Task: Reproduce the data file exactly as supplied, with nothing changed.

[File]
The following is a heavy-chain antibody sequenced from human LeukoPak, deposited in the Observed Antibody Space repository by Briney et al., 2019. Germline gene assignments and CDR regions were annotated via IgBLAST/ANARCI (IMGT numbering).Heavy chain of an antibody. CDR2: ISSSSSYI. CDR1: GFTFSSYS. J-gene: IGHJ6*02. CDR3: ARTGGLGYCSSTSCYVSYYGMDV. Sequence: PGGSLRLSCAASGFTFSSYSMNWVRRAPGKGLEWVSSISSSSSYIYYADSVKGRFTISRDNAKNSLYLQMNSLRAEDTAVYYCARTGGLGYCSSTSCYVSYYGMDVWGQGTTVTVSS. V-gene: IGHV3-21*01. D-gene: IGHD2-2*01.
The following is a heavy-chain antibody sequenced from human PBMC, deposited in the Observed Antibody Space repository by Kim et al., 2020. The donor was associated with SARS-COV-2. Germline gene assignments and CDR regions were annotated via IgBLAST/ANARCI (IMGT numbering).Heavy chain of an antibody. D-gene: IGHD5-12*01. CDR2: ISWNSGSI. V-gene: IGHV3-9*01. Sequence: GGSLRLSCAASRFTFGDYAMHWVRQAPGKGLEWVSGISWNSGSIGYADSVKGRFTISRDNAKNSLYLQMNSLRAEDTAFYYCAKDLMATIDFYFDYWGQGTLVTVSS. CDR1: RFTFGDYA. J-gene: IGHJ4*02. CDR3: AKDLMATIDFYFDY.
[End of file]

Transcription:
The following is a heavy-chain antibody sequenced from human LeukoPak, deposited in the Observed Antibody Space repository by Briney et al., 2019. Germline gene assignments and CDR regions were annotated via IgBLAST/ANARCI (IMGT numbering).Heavy chain of an antibody. CDR2: ISSSSSYI. CDR1: GFTFSSYS. J-gene: IGHJ6*02. CDR3: ARTGGLGYCSSTSCYVSYYGMDV. Sequence: PGGSLRLSCAASGFTFSSYSMNWVRRAPGKGLEWVSSISSSSSYIYYADSVKGRFTISRDNAKNSLYLQMNSLRAEDTAVYYCARTGGLGYCSSTSCYVSYYGMDVWGQGTTVTVSS. V-gene: IGHV3-21*01. D-gene: IGHD2-2*01.
The following is a heavy-chain antibody sequenced from human PBMC, deposited in the Observed Antibody Space repository by Kim et al., 2020. The donor was associated with SARS-COV-2. Germline gene assignments and CDR regions were annotated via IgBLAST/ANARCI (IMGT numbering).Heavy chain of an antibody. D-gene: IGHD5-12*01. CDR2: ISWNSGSI. V-gene: IGHV3-9*01. Sequence: GGSLRLSCAASRFTFGDYAMHWVRQAPGKGLEWVSGISWNSGSIGYADSVKGRFTISRDNAKNSLYLQMNSLRAEDTAFYYCAKDLMATIDFYFDYWGQGTLVTVSS. CDR1: RFTFGDYA. J-gene: IGHJ4*02. CDR3: AKDLMATIDFYFDY.